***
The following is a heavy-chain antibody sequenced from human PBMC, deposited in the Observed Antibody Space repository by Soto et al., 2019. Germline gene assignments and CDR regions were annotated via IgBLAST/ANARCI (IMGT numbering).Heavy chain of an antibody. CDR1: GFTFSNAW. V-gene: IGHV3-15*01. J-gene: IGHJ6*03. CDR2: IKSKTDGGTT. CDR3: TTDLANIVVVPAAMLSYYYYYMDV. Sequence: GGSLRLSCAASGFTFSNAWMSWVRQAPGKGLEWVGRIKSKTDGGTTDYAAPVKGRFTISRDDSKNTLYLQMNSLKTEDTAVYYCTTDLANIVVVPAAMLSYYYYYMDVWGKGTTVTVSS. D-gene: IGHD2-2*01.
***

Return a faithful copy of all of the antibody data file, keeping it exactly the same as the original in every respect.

The following is a heavy-chain antibody sequenced from human PBMC, deposited in the Observed Antibody Space repository by Soto et al., 2019. Germline gene assignments and CDR regions were annotated via IgBLAST/ANARCI (IMGT numbering).Heavy chain of an antibody. CDR1: GFTFSNAW. V-gene: IGHV3-15*01. J-gene: IGHJ6*03. CDR2: IKSKTDGGTT. CDR3: TTDLANIVVVPAAMLSYYYYYMDV. Sequence: GGSLRLSCAASGFTFSNAWMSWVRQAPGKGLEWVGRIKSKTDGGTTDYAAPVKGRFTISRDDSKNTLYLQMNSLKTEDTAVYYCTTDLANIVVVPAAMLSYYYYYMDVWGKGTTVTVSS. D-gene: IGHD2-2*01.